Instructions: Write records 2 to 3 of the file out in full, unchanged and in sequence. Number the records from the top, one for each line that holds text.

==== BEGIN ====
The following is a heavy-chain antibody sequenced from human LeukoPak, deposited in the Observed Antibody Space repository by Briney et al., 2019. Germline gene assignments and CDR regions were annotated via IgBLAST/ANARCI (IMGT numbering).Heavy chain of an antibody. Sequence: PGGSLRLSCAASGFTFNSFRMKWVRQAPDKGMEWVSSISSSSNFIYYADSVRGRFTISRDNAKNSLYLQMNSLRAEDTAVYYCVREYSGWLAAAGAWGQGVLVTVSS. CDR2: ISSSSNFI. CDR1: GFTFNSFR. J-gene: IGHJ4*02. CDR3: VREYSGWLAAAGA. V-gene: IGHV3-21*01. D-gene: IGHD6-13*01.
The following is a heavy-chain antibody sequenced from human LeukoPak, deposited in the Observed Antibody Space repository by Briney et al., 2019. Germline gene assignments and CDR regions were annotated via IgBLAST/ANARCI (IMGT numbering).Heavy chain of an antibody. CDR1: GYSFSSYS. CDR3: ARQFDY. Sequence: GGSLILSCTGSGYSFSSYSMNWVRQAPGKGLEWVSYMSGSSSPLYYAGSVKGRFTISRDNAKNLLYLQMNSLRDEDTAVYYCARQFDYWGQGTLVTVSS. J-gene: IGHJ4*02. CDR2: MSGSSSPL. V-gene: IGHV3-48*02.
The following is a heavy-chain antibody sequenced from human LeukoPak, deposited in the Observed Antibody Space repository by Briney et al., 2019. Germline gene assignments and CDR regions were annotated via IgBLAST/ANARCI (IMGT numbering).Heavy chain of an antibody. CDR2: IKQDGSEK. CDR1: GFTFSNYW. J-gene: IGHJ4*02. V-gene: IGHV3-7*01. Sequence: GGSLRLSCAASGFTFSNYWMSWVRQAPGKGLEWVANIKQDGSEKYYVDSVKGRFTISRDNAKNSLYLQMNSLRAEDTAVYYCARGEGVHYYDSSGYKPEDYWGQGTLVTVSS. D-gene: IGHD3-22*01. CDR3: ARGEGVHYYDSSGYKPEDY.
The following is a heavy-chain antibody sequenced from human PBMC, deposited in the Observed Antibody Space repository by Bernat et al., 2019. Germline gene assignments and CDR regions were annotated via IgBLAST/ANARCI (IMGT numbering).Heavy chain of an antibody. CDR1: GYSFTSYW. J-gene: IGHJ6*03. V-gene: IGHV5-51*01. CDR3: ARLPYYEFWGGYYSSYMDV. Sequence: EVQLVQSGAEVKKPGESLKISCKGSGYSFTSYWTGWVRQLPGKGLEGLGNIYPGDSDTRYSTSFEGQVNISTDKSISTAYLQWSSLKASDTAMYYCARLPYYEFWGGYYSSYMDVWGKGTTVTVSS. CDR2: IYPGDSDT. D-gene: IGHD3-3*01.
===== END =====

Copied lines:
The following is a heavy-chain antibody sequenced from human LeukoPak, deposited in the Observed Antibody Space repository by Briney et al., 2019. Germline gene assignments and CDR regions were annotated via IgBLAST/ANARCI (IMGT numbering).Heavy chain of an antibody. CDR1: GYSFSSYS. CDR3: ARQFDY. Sequence: GGSLILSCTGSGYSFSSYSMNWVRQAPGKGLEWVSYMSGSSSPLYYAGSVKGRFTISRDNAKNLLYLQMNSLRDEDTAVYYCARQFDYWGQGTLVTVSS. J-gene: IGHJ4*02. CDR2: MSGSSSPL. V-gene: IGHV3-48*02.
The following is a heavy-chain antibody sequenced from human LeukoPak, deposited in the Observed Antibody Space repository by Briney et al., 2019. Germline gene assignments and CDR regions were annotated via IgBLAST/ANARCI (IMGT numbering).Heavy chain of an antibody. CDR2: IKQDGSEK. CDR1: GFTFSNYW. J-gene: IGHJ4*02. V-gene: IGHV3-7*01. Sequence: GGSLRLSCAASGFTFSNYWMSWVRQAPGKGLEWVANIKQDGSEKYYVDSVKGRFTISRDNAKNSLYLQMNSLRAEDTAVYYCARGEGVHYYDSSGYKPEDYWGQGTLVTVSS. D-gene: IGHD3-22*01. CDR3: ARGEGVHYYDSSGYKPEDY.